Proustian phone to revolutionize wine guides


Did advertising “marvel” Reg Lascaris miss the boat when he used Standard Bank shareholder funds to buy the Platter sighted wine guide for Diners Club last year? Dead-tree guides are dead in the water with smart phone apps the only way to go as Vivino and Wotwine? demonstrate on a daily basis. They’re up-to-date, in your pocket and free. And nothing beats free. Platter’s own cell phone app is a clunky embarrassment.

ophone 615x461 Proustian phone to revolutionize wine guides

But smart phones as sommeliers just got smarter with the launch of the oPhone – a portable device (above) that can emit odours. As smell contains over 80% of the information in a tasting – no matter how much spoofers and wonder women like Jancis Robinson who famously scored 151 SA shirazes through terminal ‘flu may boast – oPhones take smart phone sommeliers to the Next Level.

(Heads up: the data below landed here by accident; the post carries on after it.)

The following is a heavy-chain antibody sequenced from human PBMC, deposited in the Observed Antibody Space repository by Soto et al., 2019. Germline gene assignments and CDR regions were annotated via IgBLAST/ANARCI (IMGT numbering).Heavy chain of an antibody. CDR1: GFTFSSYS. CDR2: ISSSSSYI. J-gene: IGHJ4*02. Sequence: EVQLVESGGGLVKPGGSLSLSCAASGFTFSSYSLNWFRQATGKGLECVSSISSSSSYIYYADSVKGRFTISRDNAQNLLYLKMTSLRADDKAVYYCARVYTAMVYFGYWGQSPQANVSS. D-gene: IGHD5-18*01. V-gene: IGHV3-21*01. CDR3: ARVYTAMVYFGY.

Wired reports that oPhone, developed in France, aims “to make olfactory communication commonplace by transmitting odors much in the same way you send text messages.” In fact much of the annual initial assessment of Bordeaux en primeurs can likely be done directly from the nests of luvvies in Notting Hill with carbon footprints smaller than those of a geisha girl. Wine Speccie superstars can remain in situ in New York, trawling for print ads.

Marcel Proust would have gone into paroxysms of pleasure at the prospect of an oPhone. He could have dialled up his aunty’s madeleines at will. The secret of the oPhone is the oChip, a “little cartridge, about the size of a fingernail, which contains olfactive information that can produce hundreds (and soon thousands) of odor signals. The idea is that these chips can be installed in the oPhone, and via a bluetooth-connected app called oTracks, scents can be sent to yourself or an oPhone-carrying friend with the push of a button.”

The applications for wine tasting are so obvious I’m sure a few visiting professorships at the UCT Business School are available to oPhone salesmen and importers. And as for Standard Bank’s investment in Platter, all we can say is oDear!


 
 
 
 
t